In 1847, he came here with his family to locate permanently, and for a few years had a mercantile establishment at Dixon. Later he removed to a large tract of land in Palmyra Township, which was in all its original wildness when it came into his possession, but under his supervision, it became a well-improved farm. He erected substantial buildings, drawing the lumber from Chicago for the purpose, and in other ways, he made of it a valuable place and an attractive home. Here death rounded out his life November 15, 1860, when it was scarcely past the noontide, although it was one of unusual completeness as regards what he had accomplished. This county then lost a citizen whom it held in high honor, and who had been noted for his public spirit, push, and enterprise in matters of moment that concerned the welfare of the community at large. He was a man of decided moral character who was always to be found on the side of the right in all the great questions of his day. He was a strong Whig and anti-slavery man and was ever ready to champion the cause of the weak and oppressed.

Maj. Sterling’s first wife, to whom he was married in Luzerne County, Pa., was Kezia M. Canfield. She was born and reared in Pennsylvania and died in Luzerne County in the prime of life, leaving three children — a daughter, Amanda, who died after her marriage; and Edward and Edwin, twins, the former a farmer in Huron, S. Dak.; and the latter now a resident of San Francisco, who went to California in 1849 and was a miner for some years. The Major was a second time married in Luzerne County, Pa., Miss Eliza Passmore becoming his wife. She was born in Auburn, that State, and was there reared and educated. Her father was a Rhode Island man, who spent the latter days of his life in the Keystone State. Mrs. Sterling accompanied her husband to Illinois when he came here to locate, and she helped him to make a good home, in which she reared a family of five children, of whom our subject is the youngest and is now the only survivor. The mother was a prominent member of the Methodist Episcopal Church and was a conscientious Christian to the last. She died at the home of her son, our subject, October 13, 1889, aged eighty years, she having been born August 14, 1809.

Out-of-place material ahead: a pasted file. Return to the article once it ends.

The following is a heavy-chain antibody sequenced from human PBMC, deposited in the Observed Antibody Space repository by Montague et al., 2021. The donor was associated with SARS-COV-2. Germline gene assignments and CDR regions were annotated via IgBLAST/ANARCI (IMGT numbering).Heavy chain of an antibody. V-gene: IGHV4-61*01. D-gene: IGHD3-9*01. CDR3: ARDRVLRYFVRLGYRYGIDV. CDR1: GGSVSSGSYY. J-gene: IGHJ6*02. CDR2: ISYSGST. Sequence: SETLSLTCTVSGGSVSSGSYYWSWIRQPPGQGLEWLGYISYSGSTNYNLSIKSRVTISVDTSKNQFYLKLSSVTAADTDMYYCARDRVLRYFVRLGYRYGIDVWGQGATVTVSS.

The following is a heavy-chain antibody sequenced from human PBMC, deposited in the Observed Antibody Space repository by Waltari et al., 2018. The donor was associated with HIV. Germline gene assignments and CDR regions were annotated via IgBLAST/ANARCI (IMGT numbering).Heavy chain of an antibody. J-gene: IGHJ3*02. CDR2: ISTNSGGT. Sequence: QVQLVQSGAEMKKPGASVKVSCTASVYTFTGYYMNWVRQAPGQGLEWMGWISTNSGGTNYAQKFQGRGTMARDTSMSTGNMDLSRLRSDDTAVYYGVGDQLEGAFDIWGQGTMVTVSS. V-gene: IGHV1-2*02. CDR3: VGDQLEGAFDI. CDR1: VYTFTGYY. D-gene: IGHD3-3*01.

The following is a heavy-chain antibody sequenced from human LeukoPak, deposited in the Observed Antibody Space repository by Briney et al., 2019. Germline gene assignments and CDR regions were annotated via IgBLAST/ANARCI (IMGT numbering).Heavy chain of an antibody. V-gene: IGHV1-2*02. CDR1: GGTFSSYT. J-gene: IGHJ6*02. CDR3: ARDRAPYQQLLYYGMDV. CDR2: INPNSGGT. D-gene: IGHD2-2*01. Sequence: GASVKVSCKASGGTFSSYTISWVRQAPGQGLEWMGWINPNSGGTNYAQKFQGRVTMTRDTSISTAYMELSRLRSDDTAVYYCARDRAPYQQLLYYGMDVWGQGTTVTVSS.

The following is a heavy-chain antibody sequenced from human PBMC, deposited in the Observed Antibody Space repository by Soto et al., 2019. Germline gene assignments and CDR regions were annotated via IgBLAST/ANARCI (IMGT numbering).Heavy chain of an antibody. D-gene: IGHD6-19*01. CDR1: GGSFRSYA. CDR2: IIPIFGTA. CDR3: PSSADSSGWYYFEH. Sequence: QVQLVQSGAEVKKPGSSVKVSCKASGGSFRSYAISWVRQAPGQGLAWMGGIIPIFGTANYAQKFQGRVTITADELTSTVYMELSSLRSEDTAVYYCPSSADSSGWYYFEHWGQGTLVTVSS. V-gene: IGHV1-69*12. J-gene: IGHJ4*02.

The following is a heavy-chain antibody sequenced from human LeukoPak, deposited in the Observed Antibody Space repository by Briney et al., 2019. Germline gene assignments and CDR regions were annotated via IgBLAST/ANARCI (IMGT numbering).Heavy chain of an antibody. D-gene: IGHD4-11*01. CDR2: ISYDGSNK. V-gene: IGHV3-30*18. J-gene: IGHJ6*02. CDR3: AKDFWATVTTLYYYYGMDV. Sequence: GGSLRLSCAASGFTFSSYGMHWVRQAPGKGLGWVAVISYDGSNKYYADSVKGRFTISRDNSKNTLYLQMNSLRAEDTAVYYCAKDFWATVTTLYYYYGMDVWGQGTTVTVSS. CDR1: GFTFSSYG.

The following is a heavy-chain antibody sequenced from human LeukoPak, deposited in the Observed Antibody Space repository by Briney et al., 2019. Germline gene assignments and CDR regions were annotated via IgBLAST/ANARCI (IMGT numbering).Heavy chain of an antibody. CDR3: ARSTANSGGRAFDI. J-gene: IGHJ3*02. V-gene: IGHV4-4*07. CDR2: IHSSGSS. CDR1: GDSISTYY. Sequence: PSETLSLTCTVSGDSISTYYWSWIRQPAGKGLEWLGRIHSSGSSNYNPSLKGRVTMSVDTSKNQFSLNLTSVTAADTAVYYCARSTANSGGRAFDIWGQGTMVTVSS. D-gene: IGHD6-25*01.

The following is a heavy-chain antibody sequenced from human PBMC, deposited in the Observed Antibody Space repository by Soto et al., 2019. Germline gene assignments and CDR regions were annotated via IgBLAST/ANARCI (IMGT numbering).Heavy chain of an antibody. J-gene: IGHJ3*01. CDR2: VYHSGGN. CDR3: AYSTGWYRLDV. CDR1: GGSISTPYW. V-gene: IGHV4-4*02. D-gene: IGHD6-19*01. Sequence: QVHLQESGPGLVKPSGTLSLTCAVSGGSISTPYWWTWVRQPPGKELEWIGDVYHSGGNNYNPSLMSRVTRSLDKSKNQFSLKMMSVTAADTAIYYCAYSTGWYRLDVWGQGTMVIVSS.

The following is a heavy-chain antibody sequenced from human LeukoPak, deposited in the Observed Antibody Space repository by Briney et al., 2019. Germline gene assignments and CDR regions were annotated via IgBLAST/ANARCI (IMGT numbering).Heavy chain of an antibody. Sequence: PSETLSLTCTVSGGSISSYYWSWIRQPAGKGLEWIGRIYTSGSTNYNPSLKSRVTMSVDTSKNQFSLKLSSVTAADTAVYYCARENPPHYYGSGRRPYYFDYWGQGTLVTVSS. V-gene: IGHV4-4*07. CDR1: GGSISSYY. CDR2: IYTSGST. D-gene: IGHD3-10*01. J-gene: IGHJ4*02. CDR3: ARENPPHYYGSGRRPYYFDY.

John M. Sterling received his education in the pioneer schools of this and his native county, where his entire life has been passed thus far, and he has risen to a position of prominence among his fellow-citizens, as he is progressive in his views, is sagacious and politic in council, and is discriminating and clear-sighted in his judgment of men and affairs. These traits have made him successful in business and brought him into public life. Thus, he has held civic offices with great credit to himself and to the benefit of the community. He has been Assessor for four years, and has represented Nelson Township as a member of the County Board of Supervisors for the last two terms. He has lived in Nelson Township since 1870, and he has here a good farm, which is equal in its appointments and improvements to any in its vicinity, and he devotes it to general farming and dairy purposes, having a fine, well-kept herd of milch cows on the place.

Our subject was happily married in Nelson Township to Miss Dora Rickey Passmore, who is to him all that a wife can be to her husband. She manages the affairs of her household intelligently, and so as to make its inmates contented and comfortable, and cordially seconds her husband in extending hospitality to all who enter their door. Three children complete their home circle — John, Robert, and James. Mrs. Sterling was born in Pennsylvania in 1851, and received her education in that State. She had attained womanhood when she came to Lee County. In her, the Presbyterian Church has an earnest, working member.


Biographical Publishing Company, Portrait and biographical record of Lee County, Illinois, containing biographical sketches of prominent and representative citizens, together with biographies of all the governors of the state, and of the presidents of the United States, Chicago: Biographical Publishing Co., 1892.